As morning broke on 1 July, EU leaders were still unable to reach consensus over the distribution of top European jobs as conservatives from Central and Eastern Europe rejected a plan, endorsed by Angela Merkel, that would have installed Socialist Frans Timmermans at the helm of the new Commission.
The first attempt at reaching agreement over the designation of the new heads of EU institutions failed on 21 June.
Three EU jobs are up for grabs: the Presidency of the European Commission, the Presidency of the European Council and the EU’s High Representative for foreign affairs.
The Presidency of the European Parliament is also open but follows a separate track, as newly-elected MEPs are expected to elect their new chief during the Parliament’s inaugural plenary session on Wednesday (3 July).
Over the weekend, the leaders from Germany, France, Spain and the Netherlands met on the sidelines of the G20 summit in Osaka in an effort to break the deadlock.
The group, representing Europe’s three largest political families (the EPP, the Socialists and the Liberals) agreed that the Commission job should ideally be assigned to Frans Timmermans, the socialist candidate.
As part of the ‘Osaka deal’, the EPP would obtain the European Parliament and the EU’s foreign policy chief post, while the Liberals would get the European Council Presidency.
EPP rebellion against “Osaka deal”
The Osaka deal was seen as a major concession from German Chancellor Angela Merkel on behalf of the centre-right European People’s Party (EPP), which came out as the strongest party in the European Parliament after the EU elections on 26 May.
However, the EPP refused to accept the Osaka compromise and repeated that their “Spitzenkandidat” Manfred Weber won the elections and must be given the Commission presidency.
The rebellion against Merkel reportedly took place after she left an EPP meeting held in preparation for the EU summit yesterday. “Merkel represents Germany, not the EPP,” said Paulo Rangel, the Portuguese vice-President of the EPP.
Arriving at the EU summit yesterday, Bulgarian Prime Minister Boyko Borissov basically said the same: “Merkel represents the German party, not the EPP”.
Antonio Tajani, the outgoing President of the European Parliament who is also from the EPP, said it would be “impossible” for the centre-right to vote for a socialist candidate, saying this would go against the will of the people.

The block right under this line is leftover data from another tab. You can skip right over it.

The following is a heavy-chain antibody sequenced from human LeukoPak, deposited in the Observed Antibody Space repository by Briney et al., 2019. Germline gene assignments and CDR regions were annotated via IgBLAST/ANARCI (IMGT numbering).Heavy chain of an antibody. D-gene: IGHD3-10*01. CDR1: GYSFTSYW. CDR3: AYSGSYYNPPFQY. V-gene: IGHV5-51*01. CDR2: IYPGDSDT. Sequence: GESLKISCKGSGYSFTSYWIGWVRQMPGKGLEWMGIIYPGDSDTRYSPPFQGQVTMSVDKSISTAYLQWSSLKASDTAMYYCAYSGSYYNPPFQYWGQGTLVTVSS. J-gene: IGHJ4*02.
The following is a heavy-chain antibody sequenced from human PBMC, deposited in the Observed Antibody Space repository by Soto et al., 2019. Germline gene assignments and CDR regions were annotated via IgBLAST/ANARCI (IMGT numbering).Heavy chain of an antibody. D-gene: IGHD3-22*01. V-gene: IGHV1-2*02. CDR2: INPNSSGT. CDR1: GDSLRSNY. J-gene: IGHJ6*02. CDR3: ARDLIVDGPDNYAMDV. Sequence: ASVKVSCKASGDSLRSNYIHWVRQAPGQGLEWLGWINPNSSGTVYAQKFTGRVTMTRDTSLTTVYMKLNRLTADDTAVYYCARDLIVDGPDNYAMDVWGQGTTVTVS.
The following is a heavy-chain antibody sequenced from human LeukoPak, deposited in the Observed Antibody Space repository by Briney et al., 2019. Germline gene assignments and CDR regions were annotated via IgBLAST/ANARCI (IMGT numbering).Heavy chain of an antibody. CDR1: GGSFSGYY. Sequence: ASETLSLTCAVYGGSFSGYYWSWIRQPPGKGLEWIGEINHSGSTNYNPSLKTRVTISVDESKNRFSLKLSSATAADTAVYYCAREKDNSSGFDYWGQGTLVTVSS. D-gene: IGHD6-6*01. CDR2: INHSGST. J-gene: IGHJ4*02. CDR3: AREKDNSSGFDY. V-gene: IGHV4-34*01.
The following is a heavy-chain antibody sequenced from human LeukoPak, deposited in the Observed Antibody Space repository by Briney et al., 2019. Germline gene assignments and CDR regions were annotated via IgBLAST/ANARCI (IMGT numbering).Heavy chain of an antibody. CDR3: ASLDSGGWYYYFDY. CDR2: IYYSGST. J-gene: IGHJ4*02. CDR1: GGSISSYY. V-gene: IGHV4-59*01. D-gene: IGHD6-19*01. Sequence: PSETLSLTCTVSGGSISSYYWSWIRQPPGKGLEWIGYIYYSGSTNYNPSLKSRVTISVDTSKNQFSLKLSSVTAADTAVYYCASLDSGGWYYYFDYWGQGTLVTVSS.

“For us, Spitzenkandidat means the candidate of the political force that wins the election,” Tajani said after meeting with EU leaders.
For the EPP, giving up the Commission Presidency would come at such a high price that other parties might not agree to it, EURACTIV understands.
Tajani also said that the European Parliament will hold a vote on Wednesday to elect their new president, irrespective of whether EU leaders reach a compromise on the new Commission chief.
The European Parliament is meant to hold a vote of confidence on the new European Commission President designated by EU leaders during a plenary session in mid-July.
“For me it is very important to avoid an inter-institutional conflict between the Council and the Parliament,” Merkel told reporters before heading into the Council meeting room.
Divisions in the EPP
It was the staunch opposition to the tentative agreement reached in Osaka that postponed the start of the summit for nearly three hours yesterday, as various leaders tried to unblock the stalemate in face-to-face talks.
A national diplomat said that divisions within the EPP family were partly responsible for the lack of progress.
As EPP leaders continued to hold their line, Tusk suspended the summit at around 11.00 pm for bilateral talks with EU leaders. Those talks carried on for nearly five hours.
Bulgarian PM Boyko Borissov met with the socialist lead candidate Frans Timmermans in the Bulgarian Permanent Representation and told him that a compromise was taking shape, according to which the Dutchman would get the Commission top job, and Weber the Parliament job. A two-minute video was posted on Borissov’s facebook page.
But the announcement may have been premature.
In his bilateral talks, Tusk tested the ground for alternative EPP candidates for the Commission top job: the EU’s chief Brexit negotiator Michel Barnier, World Bank chief executive Kristalina Georgieva and Irish Taoiseach Leo Varadkar.
Varadkar had been one of the most vocal critics of the “Osaka compromise”, together with the Visegrad Four (Poland, Hungary, Czech Republic and Slovakia). Diplomatic sources told EURACTIV that this trio was “strange” because Varadkar had no ambition whatsoever to leave his job as head of the Irish executive.
“There were so strong elements in the package deal supported by Socialists and Liberals that they will probably stand for quite a long time,” an EU diplomat told reporters during the night, referring to the Osaka deal.
The possibility that the inaugural session of the European Parliament this week could convene without a new European Parliament President in the chair added urgency to the discussion.
An EU diplomat admitted that “EU leaders are conscious of the fact that it would be preferable to have a pick tonight” to avoid being place before a fait accompli by MEPs later this week, with the election of a Parliament president other than Weber.
“The vote scheduled for Wednesday could bring considerable changes to the package deal,” the EU diplomat said.
Another difficulty is to fill the positions of European Council President and High Representative with a candidate representing the centrist group Renew Europe, and ensuring gender balance.
Reportedly, one of the possibilities being discussed is to agree only on the position of Commission President and leaving the unfinished work for a subsequent summit.
— Preben Aamann (@PrebenEUspox) July 1, 2019
[Edited by Frédéric Simon]